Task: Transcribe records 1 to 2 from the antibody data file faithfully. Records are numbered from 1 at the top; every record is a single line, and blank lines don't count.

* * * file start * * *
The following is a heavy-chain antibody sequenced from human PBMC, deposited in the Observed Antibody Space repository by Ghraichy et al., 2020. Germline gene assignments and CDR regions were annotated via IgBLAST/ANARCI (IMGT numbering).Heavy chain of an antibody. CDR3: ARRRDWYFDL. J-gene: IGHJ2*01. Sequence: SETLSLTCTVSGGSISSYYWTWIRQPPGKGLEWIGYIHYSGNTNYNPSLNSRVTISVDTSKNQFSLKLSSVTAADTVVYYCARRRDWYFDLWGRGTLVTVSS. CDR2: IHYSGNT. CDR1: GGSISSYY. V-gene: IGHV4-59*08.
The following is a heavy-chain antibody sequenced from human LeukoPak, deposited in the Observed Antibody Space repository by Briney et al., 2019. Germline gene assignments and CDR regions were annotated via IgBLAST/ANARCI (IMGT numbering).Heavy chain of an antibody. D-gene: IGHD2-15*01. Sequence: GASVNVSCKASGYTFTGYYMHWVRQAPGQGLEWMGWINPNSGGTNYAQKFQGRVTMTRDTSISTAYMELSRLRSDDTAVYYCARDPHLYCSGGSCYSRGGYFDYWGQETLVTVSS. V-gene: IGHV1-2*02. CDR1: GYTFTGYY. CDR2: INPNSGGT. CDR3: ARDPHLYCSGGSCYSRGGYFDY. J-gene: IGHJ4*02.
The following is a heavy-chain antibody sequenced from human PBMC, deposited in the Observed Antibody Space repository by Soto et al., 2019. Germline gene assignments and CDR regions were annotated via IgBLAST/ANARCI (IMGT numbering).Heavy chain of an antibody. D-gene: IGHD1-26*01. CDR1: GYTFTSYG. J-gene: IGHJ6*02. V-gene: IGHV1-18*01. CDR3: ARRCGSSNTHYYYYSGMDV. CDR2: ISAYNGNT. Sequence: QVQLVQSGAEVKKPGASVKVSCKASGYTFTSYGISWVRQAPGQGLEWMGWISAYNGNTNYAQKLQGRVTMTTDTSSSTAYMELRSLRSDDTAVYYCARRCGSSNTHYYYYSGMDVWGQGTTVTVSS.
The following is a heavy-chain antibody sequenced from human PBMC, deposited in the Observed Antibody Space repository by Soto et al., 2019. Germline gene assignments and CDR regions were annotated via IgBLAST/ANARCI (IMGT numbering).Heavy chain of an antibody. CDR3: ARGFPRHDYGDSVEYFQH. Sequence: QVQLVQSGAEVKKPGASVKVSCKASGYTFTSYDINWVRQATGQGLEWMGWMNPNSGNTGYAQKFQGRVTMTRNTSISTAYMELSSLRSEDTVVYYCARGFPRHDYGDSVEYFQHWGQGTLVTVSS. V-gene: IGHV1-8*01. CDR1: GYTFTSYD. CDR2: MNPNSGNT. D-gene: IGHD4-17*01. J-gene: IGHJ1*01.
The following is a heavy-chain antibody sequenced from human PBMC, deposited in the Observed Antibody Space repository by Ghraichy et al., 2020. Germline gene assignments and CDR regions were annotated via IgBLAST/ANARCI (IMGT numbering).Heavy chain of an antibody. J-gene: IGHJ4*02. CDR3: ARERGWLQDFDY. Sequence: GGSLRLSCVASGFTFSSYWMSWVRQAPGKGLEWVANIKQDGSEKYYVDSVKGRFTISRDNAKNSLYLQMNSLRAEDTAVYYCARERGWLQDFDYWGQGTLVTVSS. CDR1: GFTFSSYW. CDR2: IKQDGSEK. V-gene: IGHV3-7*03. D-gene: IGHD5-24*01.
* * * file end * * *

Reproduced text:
The following is a heavy-chain antibody sequenced from human PBMC, deposited in the Observed Antibody Space repository by Ghraichy et al., 2020. Germline gene assignments and CDR regions were annotated via IgBLAST/ANARCI (IMGT numbering).Heavy chain of an antibody. CDR3: ARRRDWYFDL. J-gene: IGHJ2*01. Sequence: SETLSLTCTVSGGSISSYYWTWIRQPPGKGLEWIGYIHYSGNTNYNPSLNSRVTISVDTSKNQFSLKLSSVTAADTVVYYCARRRDWYFDLWGRGTLVTVSS. CDR2: IHYSGNT. CDR1: GGSISSYY. V-gene: IGHV4-59*08.
The following is a heavy-chain antibody sequenced from human LeukoPak, deposited in the Observed Antibody Space repository by Briney et al., 2019. Germline gene assignments and CDR regions were annotated via IgBLAST/ANARCI (IMGT numbering).Heavy chain of an antibody. D-gene: IGHD2-15*01. Sequence: GASVNVSCKASGYTFTGYYMHWVRQAPGQGLEWMGWINPNSGGTNYAQKFQGRVTMTRDTSISTAYMELSRLRSDDTAVYYCARDPHLYCSGGSCYSRGGYFDYWGQETLVTVSS. V-gene: IGHV1-2*02. CDR1: GYTFTGYY. CDR2: INPNSGGT. CDR3: ARDPHLYCSGGSCYSRGGYFDY. J-gene: IGHJ4*02.